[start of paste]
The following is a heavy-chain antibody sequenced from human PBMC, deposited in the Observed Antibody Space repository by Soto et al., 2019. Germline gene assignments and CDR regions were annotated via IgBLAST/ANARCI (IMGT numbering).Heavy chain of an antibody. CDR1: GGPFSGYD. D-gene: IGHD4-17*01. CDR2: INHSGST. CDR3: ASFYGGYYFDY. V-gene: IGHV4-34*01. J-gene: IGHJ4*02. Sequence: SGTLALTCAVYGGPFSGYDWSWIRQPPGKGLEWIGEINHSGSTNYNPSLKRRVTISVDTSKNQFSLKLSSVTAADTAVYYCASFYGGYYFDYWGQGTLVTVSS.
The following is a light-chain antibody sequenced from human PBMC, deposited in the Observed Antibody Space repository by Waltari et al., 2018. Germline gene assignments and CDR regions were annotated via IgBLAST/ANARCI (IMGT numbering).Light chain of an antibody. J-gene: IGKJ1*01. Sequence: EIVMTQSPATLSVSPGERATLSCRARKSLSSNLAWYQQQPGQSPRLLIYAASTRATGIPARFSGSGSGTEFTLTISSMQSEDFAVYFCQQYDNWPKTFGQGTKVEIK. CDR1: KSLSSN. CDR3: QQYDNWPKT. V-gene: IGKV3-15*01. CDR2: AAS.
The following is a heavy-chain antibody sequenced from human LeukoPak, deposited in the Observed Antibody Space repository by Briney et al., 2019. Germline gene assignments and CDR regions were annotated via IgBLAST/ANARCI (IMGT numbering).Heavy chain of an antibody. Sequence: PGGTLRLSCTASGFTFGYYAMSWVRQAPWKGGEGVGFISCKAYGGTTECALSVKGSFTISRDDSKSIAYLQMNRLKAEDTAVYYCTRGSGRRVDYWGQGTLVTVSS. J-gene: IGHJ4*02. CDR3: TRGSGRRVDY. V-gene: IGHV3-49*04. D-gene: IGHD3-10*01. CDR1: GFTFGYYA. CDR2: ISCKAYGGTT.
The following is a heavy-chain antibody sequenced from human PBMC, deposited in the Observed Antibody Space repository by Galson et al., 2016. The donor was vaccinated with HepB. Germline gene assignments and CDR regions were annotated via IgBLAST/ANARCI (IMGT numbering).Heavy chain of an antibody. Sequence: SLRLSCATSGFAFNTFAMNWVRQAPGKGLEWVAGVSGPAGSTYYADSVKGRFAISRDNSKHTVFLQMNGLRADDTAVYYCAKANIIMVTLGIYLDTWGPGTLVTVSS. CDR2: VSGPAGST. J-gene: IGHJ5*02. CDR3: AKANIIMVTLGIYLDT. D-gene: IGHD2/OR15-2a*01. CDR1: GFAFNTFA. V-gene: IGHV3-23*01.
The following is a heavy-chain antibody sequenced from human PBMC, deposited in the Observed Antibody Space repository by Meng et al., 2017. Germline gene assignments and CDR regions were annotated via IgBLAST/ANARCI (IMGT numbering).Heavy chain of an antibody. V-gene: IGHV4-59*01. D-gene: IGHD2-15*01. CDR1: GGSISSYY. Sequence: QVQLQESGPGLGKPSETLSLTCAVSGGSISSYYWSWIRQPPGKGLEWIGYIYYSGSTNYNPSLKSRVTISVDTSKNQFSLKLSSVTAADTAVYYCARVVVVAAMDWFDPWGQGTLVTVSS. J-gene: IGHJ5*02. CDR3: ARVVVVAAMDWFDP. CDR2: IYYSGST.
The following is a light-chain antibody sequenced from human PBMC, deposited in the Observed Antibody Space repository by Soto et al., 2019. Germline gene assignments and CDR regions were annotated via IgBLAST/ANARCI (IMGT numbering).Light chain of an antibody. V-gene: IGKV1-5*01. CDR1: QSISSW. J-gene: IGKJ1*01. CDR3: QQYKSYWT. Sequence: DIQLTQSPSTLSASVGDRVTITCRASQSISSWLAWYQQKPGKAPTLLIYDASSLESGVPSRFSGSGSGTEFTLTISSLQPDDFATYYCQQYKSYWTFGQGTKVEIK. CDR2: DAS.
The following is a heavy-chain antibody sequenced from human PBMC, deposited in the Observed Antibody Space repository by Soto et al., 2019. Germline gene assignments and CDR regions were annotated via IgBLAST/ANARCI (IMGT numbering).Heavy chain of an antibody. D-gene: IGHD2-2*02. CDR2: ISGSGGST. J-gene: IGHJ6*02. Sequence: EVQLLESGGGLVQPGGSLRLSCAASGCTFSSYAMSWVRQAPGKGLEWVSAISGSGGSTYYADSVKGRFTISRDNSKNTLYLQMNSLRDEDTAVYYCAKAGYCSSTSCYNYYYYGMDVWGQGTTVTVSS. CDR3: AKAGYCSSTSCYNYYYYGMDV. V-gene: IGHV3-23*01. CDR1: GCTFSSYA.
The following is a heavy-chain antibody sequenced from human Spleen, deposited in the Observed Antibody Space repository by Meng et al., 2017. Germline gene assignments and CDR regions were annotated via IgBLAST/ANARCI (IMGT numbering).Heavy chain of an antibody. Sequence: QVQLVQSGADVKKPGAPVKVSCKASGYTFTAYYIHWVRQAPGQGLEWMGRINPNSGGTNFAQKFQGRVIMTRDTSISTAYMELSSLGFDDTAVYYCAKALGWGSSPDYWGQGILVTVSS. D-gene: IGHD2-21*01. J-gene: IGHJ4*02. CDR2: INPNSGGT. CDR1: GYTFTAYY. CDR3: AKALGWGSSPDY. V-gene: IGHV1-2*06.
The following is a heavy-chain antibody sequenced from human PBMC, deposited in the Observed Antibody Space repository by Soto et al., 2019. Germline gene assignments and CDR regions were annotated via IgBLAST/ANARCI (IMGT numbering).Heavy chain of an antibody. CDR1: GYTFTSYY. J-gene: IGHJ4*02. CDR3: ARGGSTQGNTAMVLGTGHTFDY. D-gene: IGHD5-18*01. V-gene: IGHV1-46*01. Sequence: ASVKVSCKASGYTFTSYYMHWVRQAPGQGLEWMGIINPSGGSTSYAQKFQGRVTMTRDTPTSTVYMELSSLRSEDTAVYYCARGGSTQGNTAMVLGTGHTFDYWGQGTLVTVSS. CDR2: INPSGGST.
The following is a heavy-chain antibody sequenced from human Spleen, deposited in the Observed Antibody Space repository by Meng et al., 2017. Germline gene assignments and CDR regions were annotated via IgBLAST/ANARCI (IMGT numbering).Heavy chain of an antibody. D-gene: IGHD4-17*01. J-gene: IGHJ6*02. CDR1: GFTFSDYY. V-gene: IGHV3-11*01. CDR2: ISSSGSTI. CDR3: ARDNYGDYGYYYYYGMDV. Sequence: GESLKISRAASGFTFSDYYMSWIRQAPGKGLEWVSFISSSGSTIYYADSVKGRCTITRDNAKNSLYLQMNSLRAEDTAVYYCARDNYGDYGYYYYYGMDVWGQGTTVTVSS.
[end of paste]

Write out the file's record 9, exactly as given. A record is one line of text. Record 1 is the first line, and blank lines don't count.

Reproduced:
The following is a heavy-chain antibody sequenced from human PBMC, deposited in the Observed Antibody Space repository by Soto et al., 2019. Germline gene assignments and CDR regions were annotated via IgBLAST/ANARCI (IMGT numbering).Heavy chain of an antibody. CDR1: GYTFTSYY. J-gene: IGHJ4*02. CDR3: ARGGSTQGNTAMVLGTGHTFDY. D-gene: IGHD5-18*01. V-gene: IGHV1-46*01. Sequence: ASVKVSCKASGYTFTSYYMHWVRQAPGQGLEWMGIINPSGGSTSYAQKFQGRVTMTRDTPTSTVYMELSSLRSEDTAVYYCARGGSTQGNTAMVLGTGHTFDYWGQGTLVTVSS. CDR2: INPSGGST.